July 20, 2017… Day 180
Wildest news day yet, in a long string of wild news days. Before plunging into the fray of headlines, I would just like to note that Mick Mulvaney brought visual aids to today’s off-camera press briefing.
Questions reporters asked Sarah H. Sanders today (off-camera, embargoed audio):
- Sarah, thank you for the question. Does the President have confidence in his Attorney General? Does he want the Attorney General to stay in this post?
- Sarah, can I follow up on that one? You said the President has confidence in the Attorney General. Does the President believe that the Attorney General serves the President or the Constitution?
- Would the President prefer the Attorney General resign?
- It’s a little bit of a slightly different nuance, so that’s why I’m asking it. You say he has confidence in him. Does that mean he does not want him to resign?
- But clearly there’s a difference of opinion here because the President thinks what the Attorney General did was improper, yet the Attorney General, in recusing himself last spring, believes that he was taking the appropriate action, given the potential conflict of interest in him leading the Russia investigation. So how do you explain that split? And what —
- Thanks, Sarah. A question about healthcare. The President has repeatedly said that 21-year-olds can pay $12 a year for health insurance under the Republican plan. He said it again yesterday to the New York Times. What does he mean by that? Is the White House aware of a health insurance plan that charges only $12 per year? And if not, why does the President keep making that claim?
- Can you get back to me on that — because the CBO estimates that it would be about $1,100 dollars a year, even for the lowest income 21-year-olds.
- The President said that if Robert Mueller were to look at his finances or the family finances, it would constitute a red line. How is that not a threat to the special counsel?
- That should not be viewed as a threat, as a warning to what the special counsel should or should not be looking at as it relates to the President’s and his family’s finances?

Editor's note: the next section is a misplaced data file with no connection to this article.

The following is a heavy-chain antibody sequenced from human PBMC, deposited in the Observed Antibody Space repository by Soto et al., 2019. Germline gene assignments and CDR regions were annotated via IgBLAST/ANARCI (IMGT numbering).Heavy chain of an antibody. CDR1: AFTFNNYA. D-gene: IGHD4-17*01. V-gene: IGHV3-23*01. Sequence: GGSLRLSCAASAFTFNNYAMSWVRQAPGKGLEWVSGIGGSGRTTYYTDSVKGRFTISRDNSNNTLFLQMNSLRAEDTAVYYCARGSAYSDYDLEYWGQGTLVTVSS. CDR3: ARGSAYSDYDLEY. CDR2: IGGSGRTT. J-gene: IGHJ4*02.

Let me try to come at this one different way.
- Why does the President have confidence in his Attorney General? Maybe you can explain it that way.
- It was reported last month that there was this rift between the President and the Attorney General and it ended up that the Attorney General had offered his resignation. Did that happen? How did that process play out? And why did the President at that time decide not to accept the resignation?
- One more question. From his sickbed, Senator McCain today issued a statement that questioned why, six months into the administration, there still is not an Afghanistan strategy. He said they’re still waiting. Why is there still not an Afghanistan strategy, and when can we expect it?
- Sarah, thanks. I want to go back to the President’s comments about Robert Mueller. He was asked if Mr. Mueller does, in fact, look into his finances as part of his special counsel, would he consider firing him. The President said, I can’t answer that question because I don’t think it’s going to happen. Does that mean that firing the special counsel is something that’s on the table for this President?
- And, Sarah, if the President is not concerned about this probe, why does it matter? Why does he care if Robert Mueller looks into his finances?
- And just one more about Senator John McCain. The President, like so many others, sent out letters of prayers last night to the Senator. Has he had any time to reflect on some of his past comments about Senator McCain? Does he regret saying he likes people who weren’t captured?
- Sarah, it’s been over a month since the President promised a press conference on discussing the administration’s ISIS strategy. The Daily Beast had an article about this ISIS strategy document, and so can we expect this press conference to take place soon? And if the strategy is completed, then what’s the delay about having this so far?